Bird Watcher’s Digest Magazine

Bird Watcher's Digest May/June 2016

Marvel at the day-by-day development of a nest of house wrens from egg to fledgling through the eyes of artist and author Julie Zickefoose in our cover species profile. Just in time for spring, “Far Afield” suggests a route from Kentucky through Michigan and Ontario to maximize encounters with neotropical migrants as they are returning to their nesting territories. Can you distinguish greater and lesser yellowlegs? Bird ID guru Alvaro Jaramillo shows you what to observe to make that call, even when the birds aren’t standing side-by-side. Also, two heartfelt stories: one about watching a hesitant peregrine falcon fledge, and the other about rescuing birds, including an orphaned common merganser.
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In anticipation of spring, Scott Weidensaul’s “Migrations” column focuses on harbingers: the honking of northbound geese and flocks of blackbirds, signs that never get old. Wilson’s phalarope is a most unusual species: Females are more colorful than males, and males are destined to be single parents. For those who think they can’t identify “little brown jobs,” think again! Find out how to look at—and appreciate—the beauty and diversity of sparrows. Contemplating swapping your binoculars for a camera with a long lens for birding? Here are some considerations and tips.
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Backyard blue jays, rampaging grizzly bears in Alaska, a summer birding camp in Maine, an unexpected “flock” of California condors in the Grand Canyon, how to identify North American cormorants, and an answer to the question: Where can I go to see puffins? This issue of Bird Watcher’s Digest has it all! You might be surprised at what you don’t know about blue jays, since there’s plenty even experts don’t yet know. Read the debut column, “Migrations,” by Pulitzer Prize-nominated author Scott Weidensaul, about his experiences banding and attaching a geolocator to Swainson’s thrushes in Denali National Park.
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Named for their nomadic habits, Bohemian waxwings can turn up far south of their regular, northerly wintering grounds in search of sugary fruit. Learn to distinguish Bohemian from cedar waxwings in this issue’s cover species profile. Can you tell female mallards from American black ducks, mottled ducks, and Mexican ducks? Bird ID guru Alvaro Jaramillo offers tips in his “Identify Yourself” column. Find out why you get what you pay for when you buy binoculars. Birding optics expert Nina Cheney explains in “The Perils of Cheap Binoculars.” Table of Contents »

A ghostly gray male northern harrier graces the cover of the September/October 2015 issue of Bird Watcher’s Digest. Inside, author and photographer Jerry Ligouri provides an insightful profile of that one-of-a-kind raptor. If you find Cooper’s and sharp-shinned hawks challenging to distinguish, you’ll appreciate this issue’s “Identify Yourself” column, which explains key differences and offers many helpful tips. Take a trip to Michigan’s Saginaw Bay Birding Trail, a 142-mile-long hotspot and host of the upcoming Midwest Birding Symposium, in “Far Afield.” All this and more in this issue of Bird Watcher’s Digest. Table of contents »

They may be the start of the dog days of summer, but July and August bring golden sunlight, stunningly reflected in our cover painting of a snowy egret. BWD editor and co-publisher Bill Thompson, III, contributes an informative and entertaining profile of that species. Late summer means migration in many parts of the world, and the bird-filled skies of August inspire Kenn Kaufman’s “After the Spark” column. Cool off with a story about birding the Arctic National Wildlife Refuge in “Far Afield.” And then consider the question, “Which manufacturer makes the best binocular for birding?” Objective testing reveals a winner. Find out which one in “The Clash of the Titans.” Table of Contents »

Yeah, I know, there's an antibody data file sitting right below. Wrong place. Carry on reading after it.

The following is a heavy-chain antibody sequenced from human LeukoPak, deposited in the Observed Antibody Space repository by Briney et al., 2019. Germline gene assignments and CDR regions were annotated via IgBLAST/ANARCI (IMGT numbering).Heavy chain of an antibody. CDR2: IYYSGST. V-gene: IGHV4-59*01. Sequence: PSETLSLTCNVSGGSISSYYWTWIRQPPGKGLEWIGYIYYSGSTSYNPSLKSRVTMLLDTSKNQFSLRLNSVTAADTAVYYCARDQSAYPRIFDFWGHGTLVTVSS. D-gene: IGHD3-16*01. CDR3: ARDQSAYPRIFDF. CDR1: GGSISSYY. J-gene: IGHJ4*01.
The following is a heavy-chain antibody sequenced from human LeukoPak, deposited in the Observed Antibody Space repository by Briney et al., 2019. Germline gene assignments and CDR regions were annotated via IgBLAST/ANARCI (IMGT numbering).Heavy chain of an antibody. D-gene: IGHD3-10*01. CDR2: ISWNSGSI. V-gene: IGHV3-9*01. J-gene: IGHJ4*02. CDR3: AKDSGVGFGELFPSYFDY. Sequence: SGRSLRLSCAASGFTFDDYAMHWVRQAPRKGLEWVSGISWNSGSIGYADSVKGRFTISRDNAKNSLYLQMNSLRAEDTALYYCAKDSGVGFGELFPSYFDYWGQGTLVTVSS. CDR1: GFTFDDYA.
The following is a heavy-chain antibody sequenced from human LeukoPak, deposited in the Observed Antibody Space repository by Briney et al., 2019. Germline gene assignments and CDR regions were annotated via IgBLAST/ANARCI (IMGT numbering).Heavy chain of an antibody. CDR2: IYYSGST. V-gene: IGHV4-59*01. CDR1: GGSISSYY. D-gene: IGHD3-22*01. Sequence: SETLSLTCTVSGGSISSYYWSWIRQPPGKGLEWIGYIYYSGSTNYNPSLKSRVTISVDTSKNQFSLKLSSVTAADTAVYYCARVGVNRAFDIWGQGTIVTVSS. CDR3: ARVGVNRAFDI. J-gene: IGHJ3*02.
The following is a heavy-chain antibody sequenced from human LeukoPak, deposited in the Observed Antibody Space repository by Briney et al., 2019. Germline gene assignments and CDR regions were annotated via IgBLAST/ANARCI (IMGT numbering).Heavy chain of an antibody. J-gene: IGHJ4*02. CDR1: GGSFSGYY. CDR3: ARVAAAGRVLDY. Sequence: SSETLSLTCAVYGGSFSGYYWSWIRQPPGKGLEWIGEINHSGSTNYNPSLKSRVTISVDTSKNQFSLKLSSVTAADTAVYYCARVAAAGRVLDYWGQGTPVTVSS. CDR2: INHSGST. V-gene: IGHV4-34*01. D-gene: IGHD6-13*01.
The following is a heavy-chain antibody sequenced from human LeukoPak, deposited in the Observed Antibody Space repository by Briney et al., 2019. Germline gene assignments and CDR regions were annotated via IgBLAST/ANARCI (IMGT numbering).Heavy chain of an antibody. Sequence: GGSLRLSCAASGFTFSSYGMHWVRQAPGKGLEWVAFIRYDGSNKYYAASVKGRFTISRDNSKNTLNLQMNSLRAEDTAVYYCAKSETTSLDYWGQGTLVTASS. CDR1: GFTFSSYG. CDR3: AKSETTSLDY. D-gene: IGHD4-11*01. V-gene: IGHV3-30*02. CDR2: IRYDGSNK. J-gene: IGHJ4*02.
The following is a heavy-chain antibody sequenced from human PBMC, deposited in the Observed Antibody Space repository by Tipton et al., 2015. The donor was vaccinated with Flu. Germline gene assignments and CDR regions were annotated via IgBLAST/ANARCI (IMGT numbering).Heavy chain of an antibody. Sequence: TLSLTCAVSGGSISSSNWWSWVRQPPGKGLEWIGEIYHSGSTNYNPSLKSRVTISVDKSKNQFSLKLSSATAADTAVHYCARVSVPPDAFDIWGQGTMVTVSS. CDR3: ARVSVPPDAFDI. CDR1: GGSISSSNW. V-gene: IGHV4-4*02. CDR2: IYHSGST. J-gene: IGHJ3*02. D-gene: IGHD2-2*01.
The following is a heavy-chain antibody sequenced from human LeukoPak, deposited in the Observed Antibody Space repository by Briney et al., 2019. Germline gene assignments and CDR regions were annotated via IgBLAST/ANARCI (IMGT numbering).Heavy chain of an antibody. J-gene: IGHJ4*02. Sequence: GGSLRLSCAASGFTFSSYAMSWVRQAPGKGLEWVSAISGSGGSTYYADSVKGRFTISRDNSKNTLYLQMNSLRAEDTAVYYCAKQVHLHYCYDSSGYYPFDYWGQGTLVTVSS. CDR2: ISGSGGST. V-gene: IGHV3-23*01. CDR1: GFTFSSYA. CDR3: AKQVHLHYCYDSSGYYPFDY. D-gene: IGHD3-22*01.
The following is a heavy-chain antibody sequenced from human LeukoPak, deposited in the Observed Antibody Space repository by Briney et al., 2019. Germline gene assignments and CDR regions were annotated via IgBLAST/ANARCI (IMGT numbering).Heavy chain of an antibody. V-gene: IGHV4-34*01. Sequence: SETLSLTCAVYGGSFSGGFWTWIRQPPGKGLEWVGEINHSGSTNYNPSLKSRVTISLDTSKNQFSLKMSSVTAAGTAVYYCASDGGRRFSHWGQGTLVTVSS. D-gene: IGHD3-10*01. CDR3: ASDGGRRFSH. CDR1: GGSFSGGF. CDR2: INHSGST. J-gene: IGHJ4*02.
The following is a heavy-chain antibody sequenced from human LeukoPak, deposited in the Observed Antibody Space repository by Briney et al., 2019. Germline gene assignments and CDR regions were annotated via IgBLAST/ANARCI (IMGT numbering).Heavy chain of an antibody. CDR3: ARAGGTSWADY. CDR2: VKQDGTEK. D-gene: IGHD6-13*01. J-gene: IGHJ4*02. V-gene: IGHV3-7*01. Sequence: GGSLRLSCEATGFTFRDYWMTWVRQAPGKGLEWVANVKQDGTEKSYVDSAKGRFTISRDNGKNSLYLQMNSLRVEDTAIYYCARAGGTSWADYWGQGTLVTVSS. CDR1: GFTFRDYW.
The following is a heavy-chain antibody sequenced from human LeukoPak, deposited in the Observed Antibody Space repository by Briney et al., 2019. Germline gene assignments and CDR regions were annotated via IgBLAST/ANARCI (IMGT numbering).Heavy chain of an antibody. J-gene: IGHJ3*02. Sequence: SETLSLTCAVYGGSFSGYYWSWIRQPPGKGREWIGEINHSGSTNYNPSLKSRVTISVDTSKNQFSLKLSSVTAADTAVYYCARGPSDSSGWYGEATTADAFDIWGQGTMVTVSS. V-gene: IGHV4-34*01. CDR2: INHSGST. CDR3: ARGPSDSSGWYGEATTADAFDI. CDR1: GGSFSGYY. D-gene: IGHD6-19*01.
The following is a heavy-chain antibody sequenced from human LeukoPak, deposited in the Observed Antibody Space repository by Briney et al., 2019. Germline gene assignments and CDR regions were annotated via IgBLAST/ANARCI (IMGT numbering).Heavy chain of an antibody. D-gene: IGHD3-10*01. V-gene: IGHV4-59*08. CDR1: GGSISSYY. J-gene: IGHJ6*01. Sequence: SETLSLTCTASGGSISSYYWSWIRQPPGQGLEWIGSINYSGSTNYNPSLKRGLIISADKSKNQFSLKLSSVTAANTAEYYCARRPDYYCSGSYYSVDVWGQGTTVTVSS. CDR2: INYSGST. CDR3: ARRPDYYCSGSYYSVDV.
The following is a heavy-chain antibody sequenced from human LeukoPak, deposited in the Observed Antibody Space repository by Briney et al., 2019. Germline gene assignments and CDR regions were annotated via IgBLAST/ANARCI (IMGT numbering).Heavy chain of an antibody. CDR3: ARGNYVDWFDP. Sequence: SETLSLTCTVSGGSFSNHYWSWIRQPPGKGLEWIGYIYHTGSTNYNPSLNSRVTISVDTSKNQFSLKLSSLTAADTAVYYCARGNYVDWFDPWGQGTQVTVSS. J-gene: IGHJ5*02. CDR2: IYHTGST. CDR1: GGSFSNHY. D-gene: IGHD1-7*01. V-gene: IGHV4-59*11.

Spring brings the return of orioles to North America. In the East, flame-colored male Baltimore orioles can spark an interest in bird watching, and be lured to the backyard, providing a new color scheme! Spring is also the time for big day contests. Read about one man’s unconventional big day teammates: his six young children! Learn about Laysan albatrosses, including the most famous: Wisdom, the 65-year-old, whose nest, sadly, failed this year. Table of Contents »

The belted kingfisher is commonly seen—and heard—near lakes, rivers, and streams, but kingfishers are legendary. According to Greek mythology, they were once gods, victims of a tragic love story, destined to live forever at sea. This story lives on in the scientific name of belted kingfisher, alcyon. Have you seen birders attach their cameras or smartphones to a spotting scope for close-up shots of distant birds? That’s digiscoping. Learn the basics and get started! Also, Lake Placid isn’t just a great spot for winter Olympics. It’s one of the most accessible areas in the East to find boreal birds, including black-backed woodpecker, gray jay, spruce grouse, and Bicknell’s trush. Find all that in more in this issue of BWD.
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Ruby-throated hummingbirds enchant bird watchers throughout the eastern U.S. and southern Canada each summer—and then they’re gone! Where do they go, and what do they do? There’s a lot we still don’t know about rubythroats in winter, but ornithologists and citizen scientists are figuring it out! Also, Last winter was a wicked one for much of North America, but it had an up side: Sea ducks and grebes turned up throughout the Midwest and elsewhere in record numbers. Author Jim McCormac credits the incursion to the Great Lakes’ deep freeze—a rare occurrence. Find all that and more in this issue of BWD. Table of Contents »

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